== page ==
We are in the middle of the interview with Karen Sarhon, at the Shalom newspaper’s premises, when Gila Barokaa Erbes, the library employee approaches us: “Where are you from? From Portugal? Are you Portuguese from Portugal?”. I said we were. And she jokes: “it’s as if it were the coming of the Messiah.” She said she needed a lot of help from us. She does not have the funds to pay for a lawyer and a translator, so she is trying to do all the application process by herself. She is doing it with the help of Google Translator, although she is well aware it has flaws, but that is what she’s got. “Will they understand this?”, she shows me a document written in Portuguese which, at the very least, one can say that it has errors.
In the lady’s brown handbag, which she carries everywhere she goes, there are four letters from the Institute of Registry and Notary Services, in Lisbon. Her husband’s family are the descendants of a Barrocas family that time changed into Barokaa.
Gila is 56-years old and has two children; one is autistic. It is more for her healthy child that she is doing everything to become Portuguese. Holding a European passport is like an open door. It’s Schengen. But it seems like a never-ending process. I want this to end.”
“Many Turkish Jews have their children studying abroad, in the United States, in Israel, but they end up having to go back since the Turkish passport does not help that much when it comes to moving around freely,” points out Karen Sarhon.
Being Spanish or Portuguese means being able to move around freely, being able to stay without having to account for it, without having to apply for a visa. It means being able to do your masters in Spain, as Karen Sarhon’s daughter has been thinking since her mum became Spanish. “The law is important especially for our children,” stresses the researcher. And that is all they say. Despite the questions, these are like talks that have to be interrupted.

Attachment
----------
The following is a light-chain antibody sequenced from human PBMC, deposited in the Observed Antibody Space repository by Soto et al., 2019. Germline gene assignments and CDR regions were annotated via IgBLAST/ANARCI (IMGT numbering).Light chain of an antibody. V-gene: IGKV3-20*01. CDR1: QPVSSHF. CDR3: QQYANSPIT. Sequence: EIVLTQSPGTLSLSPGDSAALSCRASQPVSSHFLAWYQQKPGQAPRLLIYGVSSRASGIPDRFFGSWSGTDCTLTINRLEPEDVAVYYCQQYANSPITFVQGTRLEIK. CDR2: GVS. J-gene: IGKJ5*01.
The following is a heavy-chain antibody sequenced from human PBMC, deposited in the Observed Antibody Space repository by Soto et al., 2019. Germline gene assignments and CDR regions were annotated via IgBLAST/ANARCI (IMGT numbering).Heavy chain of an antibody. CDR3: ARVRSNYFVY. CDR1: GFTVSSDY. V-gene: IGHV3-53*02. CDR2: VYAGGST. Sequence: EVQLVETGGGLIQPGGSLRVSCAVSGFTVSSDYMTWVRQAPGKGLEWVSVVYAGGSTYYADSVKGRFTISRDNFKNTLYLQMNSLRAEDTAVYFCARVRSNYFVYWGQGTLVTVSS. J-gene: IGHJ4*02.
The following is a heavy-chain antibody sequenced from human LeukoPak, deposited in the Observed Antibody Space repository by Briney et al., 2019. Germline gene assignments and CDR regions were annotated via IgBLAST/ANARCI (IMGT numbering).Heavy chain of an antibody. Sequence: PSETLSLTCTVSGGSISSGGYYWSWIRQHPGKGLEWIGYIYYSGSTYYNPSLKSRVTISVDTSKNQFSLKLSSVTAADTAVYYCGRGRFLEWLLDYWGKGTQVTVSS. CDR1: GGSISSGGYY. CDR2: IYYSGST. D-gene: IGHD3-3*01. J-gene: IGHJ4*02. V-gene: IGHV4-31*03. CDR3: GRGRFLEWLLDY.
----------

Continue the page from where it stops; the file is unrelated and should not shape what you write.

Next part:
“We don’t know whether you can help us become Portuguese or not…” (Gila Barokaa Erbes); “You never know what tomorrow may bring…” (Refik Habib) “You never know what the future holds.” (Ceyda Habib Metin).
These are clichés that could be uttered by any person in any country, at a café or on the bus, yet when spoken by Jewish people living today in Turkey they acquire a new dimension. These are phrases left unfinished. These are talks filled with missing words they themselves cannot fill out.
We were in Istanbul during the week when the ruling party, The Justice and Development Party (AKP), submitted a bill aimed at suspending the convictions against those charged with indecent assault to minors as long as the offender married the victim. It ended up being withdrawn.
On the Cosmopolitan Istiklal Avenue, there is a discreet stand where signatures are collected against this bill, and when I approach it and ask what this is about, I am looked at with apprehension. “It’s against the children’s law,” goes the laconic reply.
During talks to Sephardic Jews, they all shun questions about the political situation in Turkey; and the name of the Turkish President, Recep Tayyip Erdogan, is never uttered; it is even avoided.
“There is a sense of concern,” says lawyer Yoram Zara, who can talk freely because he lives in Israel. “Turkey is steadily becoming less of a democracy, increasingly less secular. Jewish people are naturally for secularism, for freedom of expression, thus they do not identify with the Islamic ruling party.”
What we are witnessing is the “islamisation of society” Some feel that the sound from the Mosque’s loudspeakers, where calls are made for the five prayers of the day, is now higher. “They also feel that, after the terrorist attacks, Turkey is a lot more unstable,” adds Zara. Every reason to be ready.